Within Shakespeare’s plays are countless metaphors connecting our lives to actors on a stage. This unit proposes to further students’ understanding of themes and character motive when reading Shakespeare by empowering them as dramaturges for scenes from Shakespeare’s plays. As directors, they will be responsible for recreating a world and the people who inhabit it. They will need to justify all their creative decisions including setting, costumes, props and character actions. They will also need to determine what characters are feeling emotionally within a scene and how this emotion comes through in the words they speak. They will need to see the scene from above, and understand the characters’ interactions from all perspectives.
Shakespeare is difficult. The language is four hundred years old, and although it is modern English, it is difficult for many teachers to use these plays to reach students whose reading comprehension is far below average or whose first language is not English. But isn’t our goal as teachers to expand the perspective of our students? We should present characters whose conflicts are profound. Shakespeare’s genius reveals the fearsome human heart and takes our students over socio-economic barriers to a place that is rich in vocabulary, poetry, music and thought.
Shakespeare’s language reaches beyond the prosaic communicative function of language. The poetry of his expression is transcendent – even without seeing actors perform. Shakespeare’s themes are timeless and the instruction of his scenes especially important for students in crises. His plays confront racism, sexuality, gender roles, incest, tribe and family violence, betrayal, the searing and ridiculous qualities of love, power, temptation, murder, war. Considering that homicide and suicide are still primary causes of death for teenagers,
it seems particularly urgent to teach
Romeo and Juliet.
But how to open this door for students!
On the other hand, why should it be hard? Shakespeare’s audience was mostly illiterate. Many were the “stinkards” who stood in the yard of the Globe Theater, likely rougher by far than the worst of my students. His plays were performed to people wealthy and poor, and to people who spoke different languages and from different cultures. Shakespeare’s plays were written to be performed and seen on stage, not read, relying on stagecraft and actors to help covey what is not in the words, but underneath the skin.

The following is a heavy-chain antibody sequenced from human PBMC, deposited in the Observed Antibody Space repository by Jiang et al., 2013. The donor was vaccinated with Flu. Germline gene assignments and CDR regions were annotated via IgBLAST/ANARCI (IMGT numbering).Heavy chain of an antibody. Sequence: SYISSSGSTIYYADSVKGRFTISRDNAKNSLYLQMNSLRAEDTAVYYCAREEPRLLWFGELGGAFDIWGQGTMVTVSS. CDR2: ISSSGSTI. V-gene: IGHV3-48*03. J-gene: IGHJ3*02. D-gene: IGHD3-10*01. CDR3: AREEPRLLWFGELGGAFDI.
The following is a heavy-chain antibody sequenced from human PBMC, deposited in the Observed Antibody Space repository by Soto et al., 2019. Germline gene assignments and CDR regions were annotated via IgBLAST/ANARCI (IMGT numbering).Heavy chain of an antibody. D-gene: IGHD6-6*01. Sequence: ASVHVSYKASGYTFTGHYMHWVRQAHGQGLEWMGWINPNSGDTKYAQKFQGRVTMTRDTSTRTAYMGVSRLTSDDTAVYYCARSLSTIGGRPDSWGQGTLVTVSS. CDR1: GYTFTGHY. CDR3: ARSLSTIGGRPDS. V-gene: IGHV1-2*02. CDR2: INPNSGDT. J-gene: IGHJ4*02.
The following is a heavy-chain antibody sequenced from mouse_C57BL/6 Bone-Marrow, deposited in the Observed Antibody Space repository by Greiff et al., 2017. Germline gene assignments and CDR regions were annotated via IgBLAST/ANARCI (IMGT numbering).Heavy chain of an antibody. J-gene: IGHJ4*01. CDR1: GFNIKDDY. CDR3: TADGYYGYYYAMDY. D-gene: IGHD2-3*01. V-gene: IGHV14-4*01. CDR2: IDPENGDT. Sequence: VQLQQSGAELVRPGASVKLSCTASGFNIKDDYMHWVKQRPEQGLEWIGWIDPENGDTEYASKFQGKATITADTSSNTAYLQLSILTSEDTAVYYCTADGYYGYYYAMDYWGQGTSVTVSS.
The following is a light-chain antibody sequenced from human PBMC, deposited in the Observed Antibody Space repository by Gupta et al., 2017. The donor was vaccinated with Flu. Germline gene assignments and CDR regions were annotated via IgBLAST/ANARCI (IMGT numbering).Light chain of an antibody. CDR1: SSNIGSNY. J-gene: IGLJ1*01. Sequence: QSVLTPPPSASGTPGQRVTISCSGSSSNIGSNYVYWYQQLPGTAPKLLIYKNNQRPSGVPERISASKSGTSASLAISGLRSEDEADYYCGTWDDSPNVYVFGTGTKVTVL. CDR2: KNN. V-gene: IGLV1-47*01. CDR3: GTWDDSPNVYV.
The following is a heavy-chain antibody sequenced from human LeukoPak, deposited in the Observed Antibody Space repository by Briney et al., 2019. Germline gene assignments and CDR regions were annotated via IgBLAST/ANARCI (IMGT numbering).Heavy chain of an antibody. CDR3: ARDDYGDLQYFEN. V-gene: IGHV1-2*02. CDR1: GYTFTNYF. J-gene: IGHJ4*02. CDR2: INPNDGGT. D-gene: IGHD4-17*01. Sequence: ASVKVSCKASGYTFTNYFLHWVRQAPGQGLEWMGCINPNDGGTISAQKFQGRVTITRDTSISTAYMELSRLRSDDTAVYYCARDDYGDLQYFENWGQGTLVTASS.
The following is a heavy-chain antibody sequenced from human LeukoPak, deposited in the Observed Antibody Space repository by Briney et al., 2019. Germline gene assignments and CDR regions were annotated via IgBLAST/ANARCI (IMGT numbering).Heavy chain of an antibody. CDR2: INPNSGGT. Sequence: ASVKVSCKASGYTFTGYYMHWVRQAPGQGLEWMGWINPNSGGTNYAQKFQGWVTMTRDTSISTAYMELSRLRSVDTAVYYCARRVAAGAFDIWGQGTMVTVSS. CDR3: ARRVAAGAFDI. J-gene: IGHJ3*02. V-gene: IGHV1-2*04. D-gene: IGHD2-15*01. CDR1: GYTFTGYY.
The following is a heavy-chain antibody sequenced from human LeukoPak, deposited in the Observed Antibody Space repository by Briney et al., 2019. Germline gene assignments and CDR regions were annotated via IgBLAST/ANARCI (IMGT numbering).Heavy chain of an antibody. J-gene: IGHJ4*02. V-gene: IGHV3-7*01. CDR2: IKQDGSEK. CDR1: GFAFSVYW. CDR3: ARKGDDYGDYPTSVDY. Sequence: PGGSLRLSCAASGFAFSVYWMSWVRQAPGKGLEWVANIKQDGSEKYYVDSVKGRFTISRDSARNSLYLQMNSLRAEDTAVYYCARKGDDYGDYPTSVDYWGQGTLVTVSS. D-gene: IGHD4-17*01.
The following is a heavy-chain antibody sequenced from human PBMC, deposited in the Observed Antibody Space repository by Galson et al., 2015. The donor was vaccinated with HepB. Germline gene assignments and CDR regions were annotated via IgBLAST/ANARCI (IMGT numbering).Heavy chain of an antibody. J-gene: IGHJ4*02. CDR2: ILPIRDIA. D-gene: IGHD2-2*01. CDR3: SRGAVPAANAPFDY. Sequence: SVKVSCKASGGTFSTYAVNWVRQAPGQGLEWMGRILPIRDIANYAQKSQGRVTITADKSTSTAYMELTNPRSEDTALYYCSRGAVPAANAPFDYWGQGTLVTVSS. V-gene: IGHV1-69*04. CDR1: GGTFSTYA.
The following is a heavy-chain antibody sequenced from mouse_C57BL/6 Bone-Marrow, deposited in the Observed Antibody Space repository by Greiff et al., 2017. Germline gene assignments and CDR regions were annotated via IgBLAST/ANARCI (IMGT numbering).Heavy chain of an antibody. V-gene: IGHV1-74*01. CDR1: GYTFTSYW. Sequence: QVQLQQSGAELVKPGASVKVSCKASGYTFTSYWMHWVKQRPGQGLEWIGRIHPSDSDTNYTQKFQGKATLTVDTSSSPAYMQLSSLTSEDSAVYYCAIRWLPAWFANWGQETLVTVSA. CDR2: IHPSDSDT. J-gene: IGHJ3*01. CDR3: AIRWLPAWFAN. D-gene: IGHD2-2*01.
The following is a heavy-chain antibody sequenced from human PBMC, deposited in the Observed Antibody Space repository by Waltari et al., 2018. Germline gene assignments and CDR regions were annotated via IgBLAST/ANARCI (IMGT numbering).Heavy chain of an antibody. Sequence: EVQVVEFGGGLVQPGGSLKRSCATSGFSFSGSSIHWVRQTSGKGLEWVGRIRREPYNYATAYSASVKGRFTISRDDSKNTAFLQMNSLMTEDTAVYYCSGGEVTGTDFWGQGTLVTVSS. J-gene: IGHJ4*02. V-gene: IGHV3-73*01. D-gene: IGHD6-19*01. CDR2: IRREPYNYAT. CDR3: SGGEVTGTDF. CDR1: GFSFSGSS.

Shakespeare makes us wonder about questions unanswered by characters’ words. Why is Hamlet so depressed, Romeo so desperately lonely, or Iago so evil? Why is Othello swayed by Iago? Why can’t Macbeth stand up to Lady Macbeth? Why would Helena cling to Demetrius? Why can’t Shylock find mercy? Why is Mercutio self-loathing? Why can’t Prospero see his own tyranny? Why does Lear disown his most loyal and honest daughter? Why do Romeo and Juliet choose suicide? What does it take to forgive someone – or to forgive oneself? I would like students to pry deeper into Shakespeare’s characters in order to give them insight into their own feelings and encourage them to be patient and thoughtful when making their own life choices. The questions that Shakespeare leaves unanswered are not simple ones. But the conflicts that plague my students – and most humans – are not simple. Literature has the power to give us all strength, wisdom and resiliency in facing our own trials. But how to unlock the wisdom that Shakespeare offers!
Shakespeare: The Invention of the Human
, Harold Bloom writes that Shakespeare is a “mortal god” and our “psychiatrist.”
His argument is that not only are Shakespeare’s characters so completely and wholly psychologically real, but that his creations have given us the map by which we learn to find our own humanity. If we give our students the task of being directors, they will gain the ability to work with the words, visualize a character’s emotional intent, decide what the characters will wear, what props might be significant, where the scene is to be set, how the characters will move, what they are feeling, how the lines are delivered – and how these elements of stagecraft illuminate the difficult human questions Shakespeare gives us so we might vicariously answer them to improve our own lives.
Why not ask students to provide the stage directions that Shakespeare never wrote? As a director himself, Shakespeare understood that while the actor’s speech might be the lines on the map, the voyage to these realms must surely be the internal dream of an individual. Indeed, “The eye of man hath not heard, the ear of man hath not seen, man’s hand is not able to taste, his tongue to conceive, nor his heart to report” what this dream might be. But the director, with his Argos view, must see and hear and communicate his dream. From this perspective, students will better understand not only meanings of individual words, but the human motive and heartbeat beneath the iambic pentameter rhythms of the lines.
My unit will include lessons on
Romeo and Juliet, Macbeth, A Midsummer Night’s Dream
These plays offer key scenes of instruction that students at all academic and linguistic levels discover not by simply viewing the scenes, nor necessarily by acting them, nor by simply reading them, but by formulating them as a stage or film director might. The play’s the thing.